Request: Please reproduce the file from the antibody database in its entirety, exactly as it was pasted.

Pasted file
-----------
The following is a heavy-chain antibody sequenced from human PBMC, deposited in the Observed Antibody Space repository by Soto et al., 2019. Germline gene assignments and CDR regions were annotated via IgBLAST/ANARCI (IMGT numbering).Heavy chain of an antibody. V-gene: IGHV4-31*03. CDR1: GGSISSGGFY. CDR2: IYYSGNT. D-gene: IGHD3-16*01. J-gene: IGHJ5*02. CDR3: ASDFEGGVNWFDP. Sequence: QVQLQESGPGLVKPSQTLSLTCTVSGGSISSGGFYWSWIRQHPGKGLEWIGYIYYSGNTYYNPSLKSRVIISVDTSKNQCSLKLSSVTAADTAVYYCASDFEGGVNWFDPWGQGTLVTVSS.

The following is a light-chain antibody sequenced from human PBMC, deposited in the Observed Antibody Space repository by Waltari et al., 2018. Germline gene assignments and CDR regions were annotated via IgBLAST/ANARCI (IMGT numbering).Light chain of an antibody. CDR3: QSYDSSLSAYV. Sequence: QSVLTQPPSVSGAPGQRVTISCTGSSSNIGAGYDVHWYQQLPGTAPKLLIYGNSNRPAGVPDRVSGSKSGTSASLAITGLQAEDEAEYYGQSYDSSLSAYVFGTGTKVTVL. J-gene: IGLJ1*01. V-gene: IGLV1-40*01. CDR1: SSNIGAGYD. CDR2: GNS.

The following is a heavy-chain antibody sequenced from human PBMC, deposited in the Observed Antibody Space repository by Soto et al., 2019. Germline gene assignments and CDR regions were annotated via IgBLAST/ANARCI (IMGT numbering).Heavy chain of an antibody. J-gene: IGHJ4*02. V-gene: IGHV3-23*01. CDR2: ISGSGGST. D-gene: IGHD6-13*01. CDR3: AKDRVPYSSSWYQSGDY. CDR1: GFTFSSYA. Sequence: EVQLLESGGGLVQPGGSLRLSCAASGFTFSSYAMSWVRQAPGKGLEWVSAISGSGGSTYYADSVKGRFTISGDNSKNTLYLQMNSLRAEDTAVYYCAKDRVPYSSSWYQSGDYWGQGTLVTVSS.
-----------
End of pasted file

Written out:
The following is a heavy-chain antibody sequenced from human PBMC, deposited in the Observed Antibody Space repository by Soto et al., 2019. Germline gene assignments and CDR regions were annotated via IgBLAST/ANARCI (IMGT numbering).Heavy chain of an antibody. V-gene: IGHV4-31*03. CDR1: GGSISSGGFY. CDR2: IYYSGNT. D-gene: IGHD3-16*01. J-gene: IGHJ5*02. CDR3: ASDFEGGVNWFDP. Sequence: QVQLQESGPGLVKPSQTLSLTCTVSGGSISSGGFYWSWIRQHPGKGLEWIGYIYYSGNTYYNPSLKSRVIISVDTSKNQCSLKLSSVTAADTAVYYCASDFEGGVNWFDPWGQGTLVTVSS.

The following is a light-chain antibody sequenced from human PBMC, deposited in the Observed Antibody Space repository by Waltari et al., 2018. Germline gene assignments and CDR regions were annotated via IgBLAST/ANARCI (IMGT numbering).Light chain of an antibody. CDR3: QSYDSSLSAYV. Sequence: QSVLTQPPSVSGAPGQRVTISCTGSSSNIGAGYDVHWYQQLPGTAPKLLIYGNSNRPAGVPDRVSGSKSGTSASLAITGLQAEDEAEYYGQSYDSSLSAYVFGTGTKVTVL. J-gene: IGLJ1*01. V-gene: IGLV1-40*01. CDR1: SSNIGAGYD. CDR2: GNS.

The following is a heavy-chain antibody sequenced from human PBMC, deposited in the Observed Antibody Space repository by Soto et al., 2019. Germline gene assignments and CDR regions were annotated via IgBLAST/ANARCI (IMGT numbering).Heavy chain of an antibody. J-gene: IGHJ4*02. V-gene: IGHV3-23*01. CDR2: ISGSGGST. D-gene: IGHD6-13*01. CDR3: AKDRVPYSSSWYQSGDY. CDR1: GFTFSSYA. Sequence: EVQLLESGGGLVQPGGSLRLSCAASGFTFSSYAMSWVRQAPGKGLEWVSAISGSGGSTYYADSVKGRFTISGDNSKNTLYLQMNSLRAEDTAVYYCAKDRVPYSSSWYQSGDYWGQGTLVTVSS.